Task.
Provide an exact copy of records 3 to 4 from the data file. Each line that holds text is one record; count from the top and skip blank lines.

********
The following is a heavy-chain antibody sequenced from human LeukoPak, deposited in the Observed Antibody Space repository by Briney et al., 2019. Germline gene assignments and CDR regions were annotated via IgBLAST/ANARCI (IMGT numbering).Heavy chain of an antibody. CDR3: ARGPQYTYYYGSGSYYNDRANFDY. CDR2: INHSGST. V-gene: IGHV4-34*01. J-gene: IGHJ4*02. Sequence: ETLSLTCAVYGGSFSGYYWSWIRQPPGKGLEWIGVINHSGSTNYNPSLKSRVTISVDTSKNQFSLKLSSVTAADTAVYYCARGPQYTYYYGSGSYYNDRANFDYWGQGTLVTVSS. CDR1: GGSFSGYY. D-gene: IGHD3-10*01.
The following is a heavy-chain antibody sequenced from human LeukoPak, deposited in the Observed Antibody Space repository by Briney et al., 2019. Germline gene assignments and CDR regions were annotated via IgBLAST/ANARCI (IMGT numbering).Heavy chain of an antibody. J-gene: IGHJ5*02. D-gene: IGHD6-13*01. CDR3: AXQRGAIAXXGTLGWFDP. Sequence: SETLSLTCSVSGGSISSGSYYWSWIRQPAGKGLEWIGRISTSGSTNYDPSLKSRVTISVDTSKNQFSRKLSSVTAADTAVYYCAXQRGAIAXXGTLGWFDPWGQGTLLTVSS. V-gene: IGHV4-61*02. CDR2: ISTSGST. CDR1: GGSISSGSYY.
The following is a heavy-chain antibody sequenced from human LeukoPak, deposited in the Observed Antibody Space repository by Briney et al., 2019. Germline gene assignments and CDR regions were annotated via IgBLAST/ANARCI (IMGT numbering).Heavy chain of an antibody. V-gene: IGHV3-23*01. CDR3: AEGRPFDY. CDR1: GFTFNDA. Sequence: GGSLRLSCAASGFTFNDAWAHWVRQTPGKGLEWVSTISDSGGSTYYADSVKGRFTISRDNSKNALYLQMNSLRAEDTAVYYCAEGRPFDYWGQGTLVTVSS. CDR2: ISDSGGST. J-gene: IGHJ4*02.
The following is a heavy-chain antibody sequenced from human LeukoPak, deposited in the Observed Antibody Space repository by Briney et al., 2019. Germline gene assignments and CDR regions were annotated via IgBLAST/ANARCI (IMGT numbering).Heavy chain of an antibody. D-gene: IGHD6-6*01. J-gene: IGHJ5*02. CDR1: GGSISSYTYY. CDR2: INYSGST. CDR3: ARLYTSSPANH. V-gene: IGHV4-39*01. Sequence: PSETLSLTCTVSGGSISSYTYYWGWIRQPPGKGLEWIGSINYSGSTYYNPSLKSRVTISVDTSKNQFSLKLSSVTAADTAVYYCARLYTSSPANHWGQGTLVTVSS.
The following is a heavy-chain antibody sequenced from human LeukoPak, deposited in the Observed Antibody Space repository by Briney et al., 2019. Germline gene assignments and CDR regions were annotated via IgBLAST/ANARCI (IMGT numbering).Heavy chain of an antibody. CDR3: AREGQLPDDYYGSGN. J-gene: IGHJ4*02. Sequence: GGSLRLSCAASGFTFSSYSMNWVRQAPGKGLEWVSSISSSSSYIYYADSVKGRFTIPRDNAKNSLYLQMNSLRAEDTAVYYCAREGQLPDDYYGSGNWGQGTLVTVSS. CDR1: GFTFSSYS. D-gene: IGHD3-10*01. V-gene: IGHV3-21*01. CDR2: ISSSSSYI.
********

The following is a heavy-chain antibody sequenced from human LeukoPak, deposited in the Observed Antibody Space repository by Briney et al., 2019. Germline gene assignments and CDR regions were annotated via IgBLAST/ANARCI (IMGT numbering).Heavy chain of an antibody. V-gene: IGHV3-23*01. CDR3: AEGRPFDY. CDR1: GFTFNDA. Sequence: GGSLRLSCAASGFTFNDAWAHWVRQTPGKGLEWVSTISDSGGSTYYADSVKGRFTISRDNSKNALYLQMNSLRAEDTAVYYCAEGRPFDYWGQGTLVTVSS. CDR2: ISDSGGST. J-gene: IGHJ4*02.
The following is a heavy-chain antibody sequenced from human LeukoPak, deposited in the Observed Antibody Space repository by Briney et al., 2019. Germline gene assignments and CDR regions were annotated via IgBLAST/ANARCI (IMGT numbering).Heavy chain of an antibody. D-gene: IGHD6-6*01. J-gene: IGHJ5*02. CDR1: GGSISSYTYY. CDR2: INYSGST. CDR3: ARLYTSSPANH. V-gene: IGHV4-39*01. Sequence: PSETLSLTCTVSGGSISSYTYYWGWIRQPPGKGLEWIGSINYSGSTYYNPSLKSRVTISVDTSKNQFSLKLSSVTAADTAVYYCARLYTSSPANHWGQGTLVTVSS.